Policy, campaigns & research

Women and the Charity Sector: revisiting the Pro Bono Economics report

DSC Researcher, Kalli Jayasuriya, revisits the Women and the Charity Sector report by Pro Bono Economics.

Pro Bono Economics (PBE) published its Women and the Charity Sector report in early November 2023. It comes hot on the heels of NCVO’s Almanac 2023, which touched on the demographics of the voluntary sector’s workforce. This report from PBE goes more into depth about gender in the sector. Here are a few key insights from a report that shouldn’t be forgotten: 

The charity sector ‘feels’ female

Charities provide vital services to women and girls. According to PBE, women are more likely to receive statutory benefits and are more likely to experience poverty. Thus, women are more likely to depend on charities. For example, the report features data from Citizens Advice that reveals 60% of food bank referrals are women. 

Furthermore, the Almanac 2023 shows that 67% of the sector’s workforce is female! For reference, 64% of the public and 41% of the private sectors’ workforce are female. Within the past ten years, the voluntary sector has recruited 120,000 women. However, PBE highlights that diversity is only part of gender equity.  

Men are in the minority but dominate the sector’s decision-making

Although women and girls are more likely to rely on charities, and even though just over two-thirds of the voluntary sector workforce are women, men disproportionately occupy decision-making roles.  

Six years ago, Reuters reported that men outnumber women by two to one on charities’ boards”. In the previous year’s report (2023), PBE’s stated that men continued to outnumber women by two to one in leadership positions. This gender disparity becomes more severe the larger the charity. According to Inclusive Boards, only 13% of the UK’s largest 500 charities have gender parity on their boards. Furthermore, 51% of the nation’s largest 500charities do not have a Global Majority woman on their board. 

Likewise, PBE reveals that only 34% of the financially largest UK charities have a female CEO. Interestingly, charities that were established before 1945 have 21% less women CEOs than charities established after 2000. The report attributes the lack of female leadership to recruitment practices that have not been updated.  

Gender inequity has consequences

The PBE report discusses a range of problems that male dominance in decision-making causes.  

Respondents involved in PBE’s report testify to dealing with behaviours ranging from ‘casual’ sexism, such as comments on their appearance, to sexual harassment. A separate report, conducted in 2022, by Third Sectorrevealed that one group that disproportionately experiences sexual harassment is junior-level fundraisers, who are mostly women. Third Sector’s survey showed that 69%  of intervieweeshad experienced sexual harassment.  

As men predominantly represent senior levels of charities and also CEOs of large charities, there is a gender pay-gap. PBE states that the voluntary sector’s pay gap is better than the public and private sectors, but that women are still paid 4.1% less on average due to a range of socio-economic factors. One of the factors that the report identifies is caring responsibilities. The pay gap becomes more prominent from the ages of 30 onwards, which is when women are most likely to raise children. PBE explains that “gendered expectations” that women are the carers affects women’s careers in the sector.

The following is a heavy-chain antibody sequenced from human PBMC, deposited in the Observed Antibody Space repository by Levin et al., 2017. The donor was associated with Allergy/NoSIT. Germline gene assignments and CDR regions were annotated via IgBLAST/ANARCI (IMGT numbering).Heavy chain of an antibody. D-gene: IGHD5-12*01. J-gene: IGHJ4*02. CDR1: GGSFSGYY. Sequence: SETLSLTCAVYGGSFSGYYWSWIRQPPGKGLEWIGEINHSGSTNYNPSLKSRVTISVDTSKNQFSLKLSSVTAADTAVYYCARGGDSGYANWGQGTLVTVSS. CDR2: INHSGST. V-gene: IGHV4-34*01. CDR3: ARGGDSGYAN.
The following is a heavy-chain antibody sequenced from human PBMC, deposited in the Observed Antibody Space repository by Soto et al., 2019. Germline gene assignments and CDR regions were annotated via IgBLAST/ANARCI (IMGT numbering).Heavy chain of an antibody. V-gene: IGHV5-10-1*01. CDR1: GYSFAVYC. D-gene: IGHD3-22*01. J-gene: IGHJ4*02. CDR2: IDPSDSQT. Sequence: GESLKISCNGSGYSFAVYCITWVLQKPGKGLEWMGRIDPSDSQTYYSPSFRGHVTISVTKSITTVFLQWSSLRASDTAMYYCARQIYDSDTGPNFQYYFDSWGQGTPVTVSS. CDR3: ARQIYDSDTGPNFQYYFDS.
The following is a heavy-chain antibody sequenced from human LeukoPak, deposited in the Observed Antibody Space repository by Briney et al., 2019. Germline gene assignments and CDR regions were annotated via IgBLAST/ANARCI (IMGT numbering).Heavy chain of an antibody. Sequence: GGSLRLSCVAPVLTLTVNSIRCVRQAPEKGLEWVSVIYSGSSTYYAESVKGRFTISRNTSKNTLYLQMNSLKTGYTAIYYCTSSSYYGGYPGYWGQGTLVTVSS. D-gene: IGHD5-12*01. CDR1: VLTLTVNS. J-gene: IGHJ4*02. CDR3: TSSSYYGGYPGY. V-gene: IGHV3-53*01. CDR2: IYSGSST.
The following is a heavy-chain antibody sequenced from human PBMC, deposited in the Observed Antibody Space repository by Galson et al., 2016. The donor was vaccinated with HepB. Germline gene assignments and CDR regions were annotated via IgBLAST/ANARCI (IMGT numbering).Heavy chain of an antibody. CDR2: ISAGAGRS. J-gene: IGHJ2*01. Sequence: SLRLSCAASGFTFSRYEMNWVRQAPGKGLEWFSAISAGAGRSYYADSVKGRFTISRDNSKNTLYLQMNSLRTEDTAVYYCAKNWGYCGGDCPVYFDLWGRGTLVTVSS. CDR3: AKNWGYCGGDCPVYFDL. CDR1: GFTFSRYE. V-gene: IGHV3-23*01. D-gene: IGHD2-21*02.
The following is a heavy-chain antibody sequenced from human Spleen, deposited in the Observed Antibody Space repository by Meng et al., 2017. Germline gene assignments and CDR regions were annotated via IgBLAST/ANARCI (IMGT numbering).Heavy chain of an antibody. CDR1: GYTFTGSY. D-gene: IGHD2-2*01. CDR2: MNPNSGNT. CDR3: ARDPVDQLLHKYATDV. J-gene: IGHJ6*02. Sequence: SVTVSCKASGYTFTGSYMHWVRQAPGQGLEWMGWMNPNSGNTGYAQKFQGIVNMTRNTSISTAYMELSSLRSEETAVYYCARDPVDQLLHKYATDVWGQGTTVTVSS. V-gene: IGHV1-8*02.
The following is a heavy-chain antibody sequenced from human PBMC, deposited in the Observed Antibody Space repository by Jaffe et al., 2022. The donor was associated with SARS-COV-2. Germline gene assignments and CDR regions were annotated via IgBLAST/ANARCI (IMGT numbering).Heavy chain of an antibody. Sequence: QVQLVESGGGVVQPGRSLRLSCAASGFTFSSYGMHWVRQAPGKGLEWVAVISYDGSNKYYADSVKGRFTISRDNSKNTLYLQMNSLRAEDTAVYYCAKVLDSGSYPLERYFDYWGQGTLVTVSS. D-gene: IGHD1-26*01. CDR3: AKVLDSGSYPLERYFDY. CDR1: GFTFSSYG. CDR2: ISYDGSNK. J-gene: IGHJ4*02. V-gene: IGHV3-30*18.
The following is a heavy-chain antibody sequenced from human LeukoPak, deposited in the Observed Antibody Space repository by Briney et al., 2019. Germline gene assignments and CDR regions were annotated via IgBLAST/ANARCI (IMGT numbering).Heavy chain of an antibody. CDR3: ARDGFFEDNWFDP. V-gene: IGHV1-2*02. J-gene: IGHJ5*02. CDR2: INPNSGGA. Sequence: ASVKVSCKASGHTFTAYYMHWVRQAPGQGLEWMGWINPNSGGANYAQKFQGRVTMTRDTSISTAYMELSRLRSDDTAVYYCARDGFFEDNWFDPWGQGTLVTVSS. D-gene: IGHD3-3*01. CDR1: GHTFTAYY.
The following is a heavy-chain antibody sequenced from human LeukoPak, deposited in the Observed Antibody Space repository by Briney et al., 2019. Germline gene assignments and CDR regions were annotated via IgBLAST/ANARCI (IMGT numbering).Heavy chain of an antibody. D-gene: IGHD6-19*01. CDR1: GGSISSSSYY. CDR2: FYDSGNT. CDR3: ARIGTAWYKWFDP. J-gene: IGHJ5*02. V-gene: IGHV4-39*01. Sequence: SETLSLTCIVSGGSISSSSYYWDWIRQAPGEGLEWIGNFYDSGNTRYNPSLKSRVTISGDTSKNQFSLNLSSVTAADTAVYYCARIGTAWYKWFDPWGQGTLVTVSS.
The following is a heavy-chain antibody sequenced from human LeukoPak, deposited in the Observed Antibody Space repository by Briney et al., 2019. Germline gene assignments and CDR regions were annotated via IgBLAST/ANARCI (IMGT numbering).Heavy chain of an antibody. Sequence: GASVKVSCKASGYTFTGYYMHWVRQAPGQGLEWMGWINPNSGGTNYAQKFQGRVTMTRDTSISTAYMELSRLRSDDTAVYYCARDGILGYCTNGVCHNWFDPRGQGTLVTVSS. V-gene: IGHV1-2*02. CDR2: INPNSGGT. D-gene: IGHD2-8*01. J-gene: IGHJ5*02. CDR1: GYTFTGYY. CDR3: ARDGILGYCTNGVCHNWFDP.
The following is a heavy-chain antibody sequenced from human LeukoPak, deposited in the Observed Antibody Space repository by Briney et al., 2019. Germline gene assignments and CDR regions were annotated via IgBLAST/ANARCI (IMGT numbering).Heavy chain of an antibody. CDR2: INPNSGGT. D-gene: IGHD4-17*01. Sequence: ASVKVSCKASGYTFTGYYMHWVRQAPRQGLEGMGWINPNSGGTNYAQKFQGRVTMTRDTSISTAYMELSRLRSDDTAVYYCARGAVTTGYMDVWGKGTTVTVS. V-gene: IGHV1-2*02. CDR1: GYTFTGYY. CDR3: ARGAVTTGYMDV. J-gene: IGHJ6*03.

The sector has made progress, but a long path is ahead of us

Women interviewees involved in PBE’s report wanted to emphasise that despite the gender inequality issues that the sector faces, it is a good sector to work in. One major advantage is the flexibility that the voluntary sector offers its employees that other sectors do not. Around one third of the sector’s jobs are part-time. This matters because women are three times more likely to work part-time, mostly due to caring responsibilities.  

And there are signs that gender equity is improving. One interviewee said that the sector is “becoming more aware […] of the need to have diverse voices around the table”. Parts of the sector are making active and conscious efforts to increase diversity, with several large UK charities recently announcing new female CEOs. For example, in September 2023, World Vision UK announced that Fola Komolafe would be its first female CEO. Some charities have been progressive by including more women in decision-making positions, such as POhWER, whose executive team is now all female after it appointed Vicky Hilpert as Director of Finance and Resources in June 2023. 

The report recommends that charities should prioritise getting women into decision-making roles, particularly as trustees. Not only may this mean that gendered issues such as caring responsibilities and flexible working are represented on behalf of female staff, but female leadership could also inspire other women.  

This important PBE report highlights the gender imbalance across the sector and makes a strong case for focusing on diversity and inclusion. Men in the sector dominate decision-making, which in turn has consequences for the largely female workforce who are often excluded from this arena. An important recommendation from PBE is getting more women into decision-making roles, including leadership and trusteeship.Improvements have been made in this direction, which is a cause for optimism and celebration. There is a long way to go, of course. If you would like to read the report, you can download it here.